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Some More From our UK Trip

I can't really explain why the sky looks like it does in this photo of the Edinburgh Castle from our hotel window except there was mist and fog. In any case,  it was lovely to see in person. Then too, imagine how many, many nights this same view has been experienced from that room in a building from the middle 1800's. Solid as a rock, or so the saying goes, and I think the same can be said for the Castle built on the rocky hill.
The weather seems to be the theme in many of my photographs from Edinburgh...wonder what these ladies were chatting about? From the looks of their gear, I'd say they must be locals.
Most of the buildings in Edinburgh are stone with very little color, except the side of this building which kind of took me by surprise. It was across the square from The Writer's Museum ,which I very much enjoyed visiting. Seeing some of RLS's handwritten pages from "Treasure Island" was quite the treat.
Then there are the red doors of churches which must have some kind of significance that I'm unaware of.
The Scots seem to make up for the lack of outdoor color with intense indoor color. I suspect most of you have heard of "The Fringe Festival" begun in Edinburgh in 1947. The headquarters are housed behind that red door, and take a look at the color inside!
Stunning, right? The photographs on the wall were taken during the 2013 rehearsals showcasing the myriad of talent you can see at the festival.

When we'd had all the soaking we could take, we visited The National Gallery, a must see if you are visiting there. The red walls took my breath away...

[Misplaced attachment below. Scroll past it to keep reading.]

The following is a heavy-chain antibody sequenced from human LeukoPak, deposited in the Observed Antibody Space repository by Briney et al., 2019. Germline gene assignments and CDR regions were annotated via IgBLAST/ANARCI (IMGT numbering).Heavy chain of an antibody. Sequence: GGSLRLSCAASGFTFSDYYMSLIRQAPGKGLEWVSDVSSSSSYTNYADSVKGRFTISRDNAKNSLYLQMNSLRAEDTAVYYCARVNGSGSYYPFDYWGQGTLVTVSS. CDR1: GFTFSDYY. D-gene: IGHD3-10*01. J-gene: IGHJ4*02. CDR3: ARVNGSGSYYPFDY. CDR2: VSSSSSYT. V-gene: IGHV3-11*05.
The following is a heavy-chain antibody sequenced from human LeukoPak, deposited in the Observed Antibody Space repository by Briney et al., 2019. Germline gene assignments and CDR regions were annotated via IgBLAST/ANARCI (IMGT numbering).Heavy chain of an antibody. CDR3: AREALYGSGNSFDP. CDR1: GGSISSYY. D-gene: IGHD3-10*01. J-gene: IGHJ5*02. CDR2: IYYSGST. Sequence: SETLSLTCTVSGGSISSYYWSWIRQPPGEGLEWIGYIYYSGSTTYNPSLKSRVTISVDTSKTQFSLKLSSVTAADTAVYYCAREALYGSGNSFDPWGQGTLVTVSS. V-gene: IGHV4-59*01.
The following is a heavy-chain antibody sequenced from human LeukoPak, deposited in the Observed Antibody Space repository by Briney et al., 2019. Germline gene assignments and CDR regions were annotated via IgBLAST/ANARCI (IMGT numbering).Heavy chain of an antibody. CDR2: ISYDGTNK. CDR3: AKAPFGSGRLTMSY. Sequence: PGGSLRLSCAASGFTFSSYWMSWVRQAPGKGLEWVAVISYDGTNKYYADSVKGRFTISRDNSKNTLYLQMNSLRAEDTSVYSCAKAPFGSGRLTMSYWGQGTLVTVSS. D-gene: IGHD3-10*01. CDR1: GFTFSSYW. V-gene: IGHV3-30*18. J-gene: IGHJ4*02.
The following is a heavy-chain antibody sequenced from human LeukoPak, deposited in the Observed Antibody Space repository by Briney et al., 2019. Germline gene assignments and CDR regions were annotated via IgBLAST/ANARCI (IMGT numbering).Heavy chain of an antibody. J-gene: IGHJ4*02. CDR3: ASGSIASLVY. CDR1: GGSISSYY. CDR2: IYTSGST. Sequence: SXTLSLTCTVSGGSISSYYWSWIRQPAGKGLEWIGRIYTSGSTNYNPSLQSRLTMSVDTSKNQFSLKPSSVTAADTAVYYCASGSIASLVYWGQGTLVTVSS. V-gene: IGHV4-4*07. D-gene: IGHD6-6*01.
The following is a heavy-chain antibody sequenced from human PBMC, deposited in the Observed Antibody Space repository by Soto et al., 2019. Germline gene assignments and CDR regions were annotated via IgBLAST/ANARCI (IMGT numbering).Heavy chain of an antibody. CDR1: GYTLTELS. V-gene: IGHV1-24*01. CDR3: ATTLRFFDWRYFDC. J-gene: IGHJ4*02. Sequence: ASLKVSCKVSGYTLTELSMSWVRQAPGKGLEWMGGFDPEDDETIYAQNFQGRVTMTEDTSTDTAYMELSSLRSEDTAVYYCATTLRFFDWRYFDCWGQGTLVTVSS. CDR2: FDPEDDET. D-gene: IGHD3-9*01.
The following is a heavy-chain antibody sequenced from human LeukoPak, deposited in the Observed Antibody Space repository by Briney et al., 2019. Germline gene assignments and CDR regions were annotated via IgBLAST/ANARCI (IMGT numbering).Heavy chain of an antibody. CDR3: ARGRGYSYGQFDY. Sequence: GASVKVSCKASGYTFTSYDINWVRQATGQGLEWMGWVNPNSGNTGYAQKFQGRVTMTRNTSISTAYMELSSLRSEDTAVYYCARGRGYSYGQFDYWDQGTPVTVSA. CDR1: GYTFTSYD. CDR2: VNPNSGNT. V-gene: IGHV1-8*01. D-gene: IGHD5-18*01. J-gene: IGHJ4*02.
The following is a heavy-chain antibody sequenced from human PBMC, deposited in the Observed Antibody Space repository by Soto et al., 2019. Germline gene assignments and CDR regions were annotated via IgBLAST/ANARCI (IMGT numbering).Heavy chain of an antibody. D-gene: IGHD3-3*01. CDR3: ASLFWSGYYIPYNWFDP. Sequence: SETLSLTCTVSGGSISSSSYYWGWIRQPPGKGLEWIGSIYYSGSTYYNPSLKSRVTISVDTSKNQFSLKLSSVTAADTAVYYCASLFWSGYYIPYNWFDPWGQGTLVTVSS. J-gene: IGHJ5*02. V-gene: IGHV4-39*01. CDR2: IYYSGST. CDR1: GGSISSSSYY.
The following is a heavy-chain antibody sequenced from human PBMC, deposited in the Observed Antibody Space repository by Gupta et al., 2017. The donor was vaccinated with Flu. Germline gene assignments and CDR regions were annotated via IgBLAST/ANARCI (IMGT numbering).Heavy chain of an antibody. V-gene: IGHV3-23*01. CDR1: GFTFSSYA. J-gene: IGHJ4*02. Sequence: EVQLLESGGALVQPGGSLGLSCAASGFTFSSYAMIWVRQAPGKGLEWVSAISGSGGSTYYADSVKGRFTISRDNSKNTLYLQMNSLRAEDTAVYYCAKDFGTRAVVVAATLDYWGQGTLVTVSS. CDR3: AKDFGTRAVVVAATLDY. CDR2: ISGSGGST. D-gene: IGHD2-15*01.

as did the variety of art. Massive painting are the best! Then again, smallish ones are great as well.
The blue wall was good, but oh my--that red was really something. I took the following photo because it depicts twins, a subject not often seen in paintings.
They look like little nun babies don't they?

We went into a lovely department store, John Lewis, mostly to use the restroom, and were struck by how attractive the window displays were, even for something as mundane as cleaning supplies.
In Edinburgh I was so delighted upon seeing the sink in our hotel room. I know that sounds crazy, but if you'd seen the one in our little London flat, you would know why I was pleased.
I was trying to think of something to compare the little sink with, coming up short. Bruce just gave me the perfect comparison--a small shoebox! That said, if you look at the above sink you will see one of the quandaries facing you--how to get warm water? Not hot, not cold, but warm. We are so accustomed to mixing valves in our faucets, I hardly knew what to do! A minor problem for sure, but as an adult I figure I should know how to do these kinds of things, including how to flush the toilet--another challenge.

I'm pretty sure I've already explained how very old York is--take a look at the inscription on this monument in front of the York Minster.
I love everything about the photo above and I'm pretty hard to please. The green grass, the oxidizing statue, the black wrought iron, stacked stones, arches, and a tiny interior light. I wish they all would turn out as well.

In the York Museum Grounds, we came across these crumbling Abbey walls. We were goofing around--when Bruce started to photograph me, I did the same!